These consensus guidelines synthesized principles from ongoing debates about early vs late tracheostomy with experience from the previous SARS epidemic centered in China, with the presumption that the novel SARS-CoV-2 might mirror the clinical trajectory of its predecessor.8 Specifically, recommendations for tracheostomy in the current pandemic were rooted in the assumption that maximal infectivity of this novel virus occurred around day 7 to 10 after symptom onset, so that performing tracheostomy at that time would engender maximal risk to those performing it.9
Based on previously established principles of airway and tracheostomy management, a multidisciplinary team of surgeons at this institution began, from the outset of the pandemic, to identify patients who would benefit from earlier tracheostomy. Patients who met criteria underwent tracheostomy and were followed longitudinally by this multidisciplinary team from their admission until the defined end point of the study. This report includes outcomes from the first 2 months of this operational protocol at this hospital.
This study was reviewed and approved by the institutional review board at NYU Langone Health, waiving patient informed consent owing to deidentified data. A retrospective medical record review was performed to identify all patients who tested positive for SARS-CoV-2 on real-time reverse transcriptase–polymerase chain reaction assay testing who were intubated and subsequently underwent percutaneous or open tracheostomy at our institution between March 1 and May 7, 2020. The polymerase chain reaction assay chosen for diagnosis was that which was immediately available at NYU Langone Health at the time of testing and included Cobas (Roche Diagnostics) and Xpert Xpress (Cepheid) SARS-CoV-2 assays. This was performed by nasopharyngeal swab at the time of the patient’s arrival to the emergency department.
The care of these patients was directed primarily by intensivists, including interventional pulmonologists who performed percutaneous tracheostomies. Percutaneous tracheostomy was performed at the bedside in the intensive care unit by a novel technique reported earlier by this group.10 The Otolaryngology–Head and Neck Surgery service was consulted to perform tracheostomy on patients with difficult anatomy or if, owing to massive volume of patients, the interventional pulmonologists were not available. Open tracheostomy was also performed at the bedside in the intensive care unit with standard surgical technique.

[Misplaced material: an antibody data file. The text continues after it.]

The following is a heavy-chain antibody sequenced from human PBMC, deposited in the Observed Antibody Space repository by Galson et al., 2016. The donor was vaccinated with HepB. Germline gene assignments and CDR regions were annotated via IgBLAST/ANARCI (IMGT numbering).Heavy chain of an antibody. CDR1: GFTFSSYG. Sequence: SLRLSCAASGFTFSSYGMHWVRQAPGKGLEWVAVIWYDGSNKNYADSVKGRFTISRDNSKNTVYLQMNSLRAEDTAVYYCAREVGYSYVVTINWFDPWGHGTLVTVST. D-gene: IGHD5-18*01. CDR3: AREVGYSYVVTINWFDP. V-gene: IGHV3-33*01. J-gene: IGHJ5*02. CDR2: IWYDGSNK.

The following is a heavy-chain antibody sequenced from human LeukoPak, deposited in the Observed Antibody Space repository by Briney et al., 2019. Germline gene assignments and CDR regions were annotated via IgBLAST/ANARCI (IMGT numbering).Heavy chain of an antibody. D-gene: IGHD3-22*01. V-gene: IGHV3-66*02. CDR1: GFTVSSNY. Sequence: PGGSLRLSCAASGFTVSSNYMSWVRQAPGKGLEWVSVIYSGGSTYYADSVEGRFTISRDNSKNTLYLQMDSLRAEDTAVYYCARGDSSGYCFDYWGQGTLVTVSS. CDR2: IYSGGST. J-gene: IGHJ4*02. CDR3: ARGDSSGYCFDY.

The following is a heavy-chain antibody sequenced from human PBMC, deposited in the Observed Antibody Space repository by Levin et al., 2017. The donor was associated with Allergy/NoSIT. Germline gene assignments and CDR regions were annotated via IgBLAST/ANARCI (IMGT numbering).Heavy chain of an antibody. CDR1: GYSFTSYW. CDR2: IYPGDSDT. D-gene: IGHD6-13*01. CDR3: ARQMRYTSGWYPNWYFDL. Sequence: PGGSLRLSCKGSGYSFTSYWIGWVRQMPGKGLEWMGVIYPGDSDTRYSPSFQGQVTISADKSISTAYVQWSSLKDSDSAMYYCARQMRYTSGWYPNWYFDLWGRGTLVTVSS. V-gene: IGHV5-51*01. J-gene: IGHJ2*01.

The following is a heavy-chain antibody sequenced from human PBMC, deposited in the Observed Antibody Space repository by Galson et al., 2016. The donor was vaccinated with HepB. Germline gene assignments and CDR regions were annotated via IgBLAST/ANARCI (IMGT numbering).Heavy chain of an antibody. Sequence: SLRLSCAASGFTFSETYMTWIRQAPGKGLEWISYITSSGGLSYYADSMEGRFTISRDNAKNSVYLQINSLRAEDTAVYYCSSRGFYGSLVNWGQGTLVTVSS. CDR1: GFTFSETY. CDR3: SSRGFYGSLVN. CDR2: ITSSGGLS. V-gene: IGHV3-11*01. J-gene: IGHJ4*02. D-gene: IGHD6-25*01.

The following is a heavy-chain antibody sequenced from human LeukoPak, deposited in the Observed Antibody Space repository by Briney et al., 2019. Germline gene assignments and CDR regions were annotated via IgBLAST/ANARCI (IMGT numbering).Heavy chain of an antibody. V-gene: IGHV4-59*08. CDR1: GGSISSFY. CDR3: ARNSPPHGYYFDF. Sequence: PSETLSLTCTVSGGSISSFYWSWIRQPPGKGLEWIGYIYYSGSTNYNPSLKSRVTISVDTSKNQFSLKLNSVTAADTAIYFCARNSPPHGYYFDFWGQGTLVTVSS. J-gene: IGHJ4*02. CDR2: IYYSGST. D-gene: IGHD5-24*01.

Patient demographic information included age, sex, race/ethnicity, body mass index (calculated as weight in kilograms divided by height in meters squared), and Charlson Comorbidity Index score.11,12 The following parameters were used to assess the hospital course of these patients: (1) time from symptom onset, as documented by patient report in the admission history and physical, to (a) intubation, (b) tracheostomy; (2) time from intubation to (a) tracheostomy, (b) discontinuation of mechanical ventilation; and (3) time from tracheostomy to (a) downsizing of tracheostomy tube, (b) decannulation. Total length of stay was calculated.
The timing of the tracheostomy procedure was subcategorized as either early or late tracheostomy, with early tracheostomy defined as procedures performed prior to day 10 of intubation and late tracheostomy defined as procedures performed at day 10 of intubation or later (for listed indications and guidelines used for selecting patients for early tracheostomy, please see the eAppendix in the Supplement). Definitions of early and late tracheostomy have varied across reviews and meta-analyses; 10 days was chosen for this analysis as the point of demarcation as an average across these reviews and meta-analyses.13-15 All patients who underwent early tracheostomy met all criteria in the eAppendix in the Supplement.
Time to discontinuation of mechanical ventilation was measured from the day of intubation to the first day a patient was able to tolerate tracheostomy collar for 24 continuous hours. Time to downsize tracheostomy tube was measured from the day of tracheostomy to the day of first tube exchange from a cuffed to cuffless tracheostomy tube (or in a small minority of patients, the change from a larger to smaller size of cuffed tube). Time to decannulation was measured from the day of tracheostomy to the day of decannulation. Length of stay was measured from the day of admission to the day of discharge. A distinction was not made between discharge to home, to inpatient or outpatient rehabilitation, or to long-term acute care hospitals. Major in-hospital events were noted, including the need for extracorporeal membrane oxygenation (ECMO), cardiac arrest, and cerebrovascular accident (CVA).